One hundred black backpacks are being piled into a minivan in Langford.
Filled with stuffed animals, pillows, blankets, gift cards, toiletries, sketch pads and even cameras, the cargo quickly piles up in the vehicle’s interior by staff of the Indigenous Perspectives Society. The backpacks are headed up Island to transitioning foster children, some of whom left the only homes they ever knew with only the clothes on their back.
“It is a scary period of time for them and this will give them some level of comfort,” said society administrator Michele Oatman. “They can sometimes be taken out in the middle of the night and leave with nothing. When they open (the backpack) up, there is a bear in there for some comfort; a pillow and a blanket to curl up with. They are very deserving.”
The Children’s Aid Foundation and the Ted and Loretta Rogers Foster Care Transition Program provided the backpacks, along with a $39,000 grant to the IPS to identify agencies or communities to benefit from the dispersement of the stuffed backpacks. The Representative for Children and Youth (RCY) and the Ministry of Child and Family Development (MCFD) also provided donations for initiative.
Four agencies on the Island were chosen to receive 50 backpacks each, including Surrounded by Cedars Child and Family Services in View Royal and the Foster Parent Association in Langford. They were due to receive their backpacks this week, while Lalum’Utul’ Smun’Eem Child and Family Services in Duncan and Kwumut Lelum Child & Family Services in Nanaimo received their backpacks on Dec. 10.
Each organization sees its packs topped up with additional age appropriate items including gift cards, recreation passes or even cameras.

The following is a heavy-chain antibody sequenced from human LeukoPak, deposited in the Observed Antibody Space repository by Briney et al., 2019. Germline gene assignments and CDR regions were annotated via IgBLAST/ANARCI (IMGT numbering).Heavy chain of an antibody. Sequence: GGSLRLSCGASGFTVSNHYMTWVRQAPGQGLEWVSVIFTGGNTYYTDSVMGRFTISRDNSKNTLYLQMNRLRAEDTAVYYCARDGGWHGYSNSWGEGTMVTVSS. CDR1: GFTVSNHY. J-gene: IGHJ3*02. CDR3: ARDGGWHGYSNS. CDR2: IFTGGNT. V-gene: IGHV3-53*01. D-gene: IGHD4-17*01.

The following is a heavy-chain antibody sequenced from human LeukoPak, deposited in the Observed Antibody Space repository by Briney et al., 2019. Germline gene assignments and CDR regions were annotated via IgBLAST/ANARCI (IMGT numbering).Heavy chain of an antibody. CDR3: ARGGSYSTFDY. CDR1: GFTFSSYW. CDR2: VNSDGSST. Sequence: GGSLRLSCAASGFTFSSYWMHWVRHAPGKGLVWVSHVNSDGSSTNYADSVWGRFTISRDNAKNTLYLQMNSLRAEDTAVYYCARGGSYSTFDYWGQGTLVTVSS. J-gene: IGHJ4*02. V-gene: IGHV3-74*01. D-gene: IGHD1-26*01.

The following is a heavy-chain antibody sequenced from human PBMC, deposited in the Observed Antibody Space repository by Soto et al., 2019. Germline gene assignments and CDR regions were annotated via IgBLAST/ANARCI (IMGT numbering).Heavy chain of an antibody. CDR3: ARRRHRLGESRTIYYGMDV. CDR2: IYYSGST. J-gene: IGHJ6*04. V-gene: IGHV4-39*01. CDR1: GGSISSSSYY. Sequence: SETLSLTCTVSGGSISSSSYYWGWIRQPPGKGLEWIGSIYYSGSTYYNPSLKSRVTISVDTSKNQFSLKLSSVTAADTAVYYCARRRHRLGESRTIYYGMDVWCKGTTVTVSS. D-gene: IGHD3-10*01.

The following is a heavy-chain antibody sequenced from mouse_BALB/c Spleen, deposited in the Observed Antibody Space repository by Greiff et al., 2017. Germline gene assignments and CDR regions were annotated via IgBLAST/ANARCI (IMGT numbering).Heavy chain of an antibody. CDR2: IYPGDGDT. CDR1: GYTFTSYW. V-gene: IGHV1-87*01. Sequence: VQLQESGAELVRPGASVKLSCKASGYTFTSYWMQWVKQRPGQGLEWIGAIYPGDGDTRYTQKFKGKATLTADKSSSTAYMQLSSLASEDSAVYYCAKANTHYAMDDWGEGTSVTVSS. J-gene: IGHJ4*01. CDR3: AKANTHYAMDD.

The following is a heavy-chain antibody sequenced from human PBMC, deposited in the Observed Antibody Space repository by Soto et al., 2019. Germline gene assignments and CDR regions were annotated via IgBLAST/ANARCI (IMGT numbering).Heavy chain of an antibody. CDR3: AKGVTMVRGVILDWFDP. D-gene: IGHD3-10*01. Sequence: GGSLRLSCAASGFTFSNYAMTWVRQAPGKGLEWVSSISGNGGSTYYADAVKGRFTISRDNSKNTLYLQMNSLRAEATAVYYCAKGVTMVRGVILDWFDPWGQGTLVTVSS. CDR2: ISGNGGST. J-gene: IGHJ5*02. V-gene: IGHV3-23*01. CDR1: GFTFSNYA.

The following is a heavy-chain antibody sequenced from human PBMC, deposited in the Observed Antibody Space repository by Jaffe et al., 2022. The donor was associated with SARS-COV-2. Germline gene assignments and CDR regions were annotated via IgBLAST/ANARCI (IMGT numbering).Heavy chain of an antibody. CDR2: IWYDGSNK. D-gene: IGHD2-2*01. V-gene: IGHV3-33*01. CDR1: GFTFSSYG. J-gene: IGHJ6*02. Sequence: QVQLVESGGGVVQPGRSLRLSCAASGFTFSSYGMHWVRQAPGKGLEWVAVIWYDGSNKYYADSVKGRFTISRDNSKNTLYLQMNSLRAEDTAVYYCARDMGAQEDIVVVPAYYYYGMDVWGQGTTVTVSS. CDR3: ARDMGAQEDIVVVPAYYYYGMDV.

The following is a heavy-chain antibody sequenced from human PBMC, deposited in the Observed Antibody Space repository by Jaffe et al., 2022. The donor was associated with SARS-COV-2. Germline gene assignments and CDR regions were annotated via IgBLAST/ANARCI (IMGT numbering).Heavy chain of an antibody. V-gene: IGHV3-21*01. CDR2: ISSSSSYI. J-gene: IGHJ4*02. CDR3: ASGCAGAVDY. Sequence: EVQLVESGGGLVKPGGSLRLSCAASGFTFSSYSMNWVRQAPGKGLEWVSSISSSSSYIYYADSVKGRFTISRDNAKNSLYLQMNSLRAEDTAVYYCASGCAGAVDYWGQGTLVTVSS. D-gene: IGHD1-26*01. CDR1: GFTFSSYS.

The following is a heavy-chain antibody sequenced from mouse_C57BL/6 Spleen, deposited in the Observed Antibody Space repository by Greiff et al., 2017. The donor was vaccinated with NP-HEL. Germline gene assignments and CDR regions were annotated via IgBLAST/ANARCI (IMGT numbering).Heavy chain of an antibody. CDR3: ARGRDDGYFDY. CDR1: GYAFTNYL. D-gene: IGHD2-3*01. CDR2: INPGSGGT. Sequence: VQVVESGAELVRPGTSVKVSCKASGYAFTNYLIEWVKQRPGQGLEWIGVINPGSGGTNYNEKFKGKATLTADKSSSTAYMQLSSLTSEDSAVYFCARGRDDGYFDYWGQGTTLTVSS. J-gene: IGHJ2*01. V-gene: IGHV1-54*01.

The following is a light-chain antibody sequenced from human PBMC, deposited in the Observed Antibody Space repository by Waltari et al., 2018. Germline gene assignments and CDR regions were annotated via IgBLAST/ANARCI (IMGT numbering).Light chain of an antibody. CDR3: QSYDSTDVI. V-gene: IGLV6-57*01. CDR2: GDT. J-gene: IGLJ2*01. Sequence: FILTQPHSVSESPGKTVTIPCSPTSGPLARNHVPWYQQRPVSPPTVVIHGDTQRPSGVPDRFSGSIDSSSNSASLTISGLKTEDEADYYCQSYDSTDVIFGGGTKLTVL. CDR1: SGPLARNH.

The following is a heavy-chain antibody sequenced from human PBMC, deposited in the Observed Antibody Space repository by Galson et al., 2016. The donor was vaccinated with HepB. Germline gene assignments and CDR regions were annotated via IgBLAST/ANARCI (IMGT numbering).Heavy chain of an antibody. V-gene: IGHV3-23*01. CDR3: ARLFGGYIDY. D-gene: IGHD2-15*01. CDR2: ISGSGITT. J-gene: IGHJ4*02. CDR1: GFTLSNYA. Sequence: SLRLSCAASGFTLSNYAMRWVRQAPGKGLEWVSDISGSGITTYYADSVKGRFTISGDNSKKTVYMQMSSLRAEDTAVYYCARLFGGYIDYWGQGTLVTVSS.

“It’s really an opportunity to have children in care have something they can call their own when they are taken out of their family home and placed into foster care,” said Linda Lucas, executive director of the IPS.
“It’s important for me in terms of giving back … to children and youth in care so they have some sense of security and some sense of belonging through receiving a gift of this nature.”
In total, approximately $320,000 was pooled for the fund.
“It shows that it’s not a small group of people that surround them; that care about them; but that the entire communities care about them,” Oatman said. “As they become aware of that, it is very important to them.”
The packs are expected to be divvied up as needed by the agencies. Oatman, one of the leads on the project, said she is proud to have been involved in an initiative that staff members rallied around.
“(It was not) just the physical work but the feelings that went into it. It was really, really well supported from everybody here,” she said. “From the Ted and Loretta Foundation, right down to all of us filling the backpacks, our care went into it and hopefully that comfort goes to the children, too, and they feel that love.”